Southwest Airlines Co. slid after saying the U.S. government shutdown hit sales harder than previously estimated.

The political stalemate that ended last month will reduce first-quarter revenue by $60 million as the aftereffects linger, Southwest said in a regulatory filing Wednesday. When the discounter reported earnings late last month, it estimated an impact of $10 million to $15 million for Jan. 1 through Jan. 23.

“The company has continued to experience softness in passenger demand and bookings as a result of the government shutdown,” Southwest said. Revenue for each seat flown a mile will rise 3 percent to 4 percent this quarter, the carrier said. It previously said the measure of pricing power would increase 4 percent to 5 percent.

The 35-day shutdown, which ended Jan. 25, caused security delays at airports and put some government travel on hold. But since Southwest’s service is largely domestic, it doesn’t have the same buffer from international flights as American Airlines Group Inc., Delta Air Lines Inc. and United Continental Holdings Inc.

Southwest dropped 4.5 percent to $55.10 at 9:39 a.m. in New York after sliding as much as 6.1 percent for the biggest intraday decline in three months. American fell 1.2 percent, while Delta and United slipped about 1.5 percent. Southwest had climbed 24 percent this year through Tuesday, the most on a Standard & Poor’s index of the five biggest U.S. airlines.

‘Maddening’ Shutdown

The standoff in Washington was “maddening,” Southwest Chief Executive Officer Gary Kelly said last month. “Everyone needs to be on notice and on guard that this shutdown could harm the economy and it could harm air travel.” He said that government bookings were clearly hurt by the shutdown. Southwest also was delayed in getting regulatory approval for planned flights to Hawaii.

Goldman Sachs downgraded Southwest’s stock to sell from neutral while slashing its price target to $54 from $66. The new service to Hawaii, which is expected to begin next month, will pressure profit margins by forcing the airline to discount early flights more than it had expected, analyst Catherine O’Brien said in a note to clients Wednesday.

“We now expect initial flights to have a one to one-and-a-half month selling window, putting more pressure on management to fill planes in a shorter time frame,” she said.

Maintenance Delays

The demand weakness in the wake of the shutdown is being partially offset by continued strength in fares for bookings just before travel, Southwest said.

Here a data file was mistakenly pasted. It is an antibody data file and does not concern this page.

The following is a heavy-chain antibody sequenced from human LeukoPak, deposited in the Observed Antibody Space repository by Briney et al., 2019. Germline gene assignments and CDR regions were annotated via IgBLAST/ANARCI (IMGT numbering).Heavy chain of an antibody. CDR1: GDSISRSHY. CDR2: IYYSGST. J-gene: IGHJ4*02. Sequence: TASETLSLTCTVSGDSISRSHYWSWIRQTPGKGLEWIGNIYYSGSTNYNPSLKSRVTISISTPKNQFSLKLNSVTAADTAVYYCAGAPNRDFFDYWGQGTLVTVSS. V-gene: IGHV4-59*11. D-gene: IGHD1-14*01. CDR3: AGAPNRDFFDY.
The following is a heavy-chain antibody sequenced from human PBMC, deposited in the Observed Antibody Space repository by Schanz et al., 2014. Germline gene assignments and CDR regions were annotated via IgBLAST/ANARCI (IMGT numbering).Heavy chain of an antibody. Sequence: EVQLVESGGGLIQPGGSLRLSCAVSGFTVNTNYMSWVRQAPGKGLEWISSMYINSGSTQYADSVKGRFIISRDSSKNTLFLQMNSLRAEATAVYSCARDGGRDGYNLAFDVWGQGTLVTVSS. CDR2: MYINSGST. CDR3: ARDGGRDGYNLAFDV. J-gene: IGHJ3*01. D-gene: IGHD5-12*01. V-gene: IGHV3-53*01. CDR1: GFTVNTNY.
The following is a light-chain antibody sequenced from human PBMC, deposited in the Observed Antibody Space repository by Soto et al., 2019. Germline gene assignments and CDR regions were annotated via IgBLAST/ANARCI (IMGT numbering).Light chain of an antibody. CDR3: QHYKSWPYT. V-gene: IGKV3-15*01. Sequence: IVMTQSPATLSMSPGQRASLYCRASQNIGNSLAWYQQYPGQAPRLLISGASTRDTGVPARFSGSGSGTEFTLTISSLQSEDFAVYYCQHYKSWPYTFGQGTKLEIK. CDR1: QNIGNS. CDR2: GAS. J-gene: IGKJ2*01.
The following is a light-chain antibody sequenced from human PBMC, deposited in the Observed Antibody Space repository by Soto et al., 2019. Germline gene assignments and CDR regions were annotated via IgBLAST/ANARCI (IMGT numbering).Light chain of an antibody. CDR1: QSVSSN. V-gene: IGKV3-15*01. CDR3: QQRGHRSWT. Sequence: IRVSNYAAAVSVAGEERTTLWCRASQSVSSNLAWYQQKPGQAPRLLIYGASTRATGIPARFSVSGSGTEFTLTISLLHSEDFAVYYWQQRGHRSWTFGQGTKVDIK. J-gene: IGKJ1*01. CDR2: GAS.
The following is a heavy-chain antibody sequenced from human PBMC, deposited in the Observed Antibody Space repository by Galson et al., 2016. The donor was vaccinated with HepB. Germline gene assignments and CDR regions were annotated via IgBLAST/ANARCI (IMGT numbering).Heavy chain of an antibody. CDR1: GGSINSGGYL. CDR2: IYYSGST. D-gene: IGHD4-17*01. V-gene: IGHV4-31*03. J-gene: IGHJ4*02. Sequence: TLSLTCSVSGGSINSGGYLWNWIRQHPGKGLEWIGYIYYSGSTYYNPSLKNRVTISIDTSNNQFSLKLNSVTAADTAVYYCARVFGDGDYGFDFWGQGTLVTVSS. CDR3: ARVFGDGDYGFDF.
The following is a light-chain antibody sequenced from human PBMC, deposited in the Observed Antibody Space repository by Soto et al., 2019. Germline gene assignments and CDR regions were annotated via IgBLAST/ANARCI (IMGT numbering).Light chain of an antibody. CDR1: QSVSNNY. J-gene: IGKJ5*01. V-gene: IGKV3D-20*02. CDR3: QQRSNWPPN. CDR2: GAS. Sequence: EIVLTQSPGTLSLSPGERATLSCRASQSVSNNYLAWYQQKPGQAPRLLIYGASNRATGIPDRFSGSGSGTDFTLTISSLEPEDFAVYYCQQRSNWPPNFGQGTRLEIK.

But the company is also grappling with what it called an “unprecedented number” of aircraft taken out of service for mechanical issues. The carrier said it is investigating the cause, including whether the groundings are related to ongoing talks with a labor union. The Aircraft Mechanics Fraternal Association said the airline was attempting to divert attention from safety issues.

“We will be investigating this current disruption and are exploring all possible remedies,” Chief Operating Officer Michael Van de Ven said. The carrier apologized to its customers for canceled flights and, in some cases “extremely long delays.”

Southwest had scrapped 519 flights Feb. 15 through Tuesday, according to, although the total included flights grounded by weather. Another 404 flights are grounded Wednesday, with operations also affected by a snowstorm in the U.S. northeast. The carrier on Tuesday added its Dallas maintenance center to those in Houston, Las Vegas, Phoenix and Orlando that originally were covered by the alert.

–With assistance from Cecile Daurat and Ryan Vlastelica.

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Photo Credit: NEW YORK, NEW YORK - JANUARY 09: Passengers wait in a Transportation Security Administration (TSA) line at JFK airport on January 09, 2019 in New York City. Its been reported that hundreds of TSA screeners and agents have called in sick from their shifts from a number of major airports as the partial government shutdown continues. Employees of the TSA, whose job it is to keep airlines safe, are being forced to work without knowing when their next paycheck is coming. Spencer Platt / Getty Images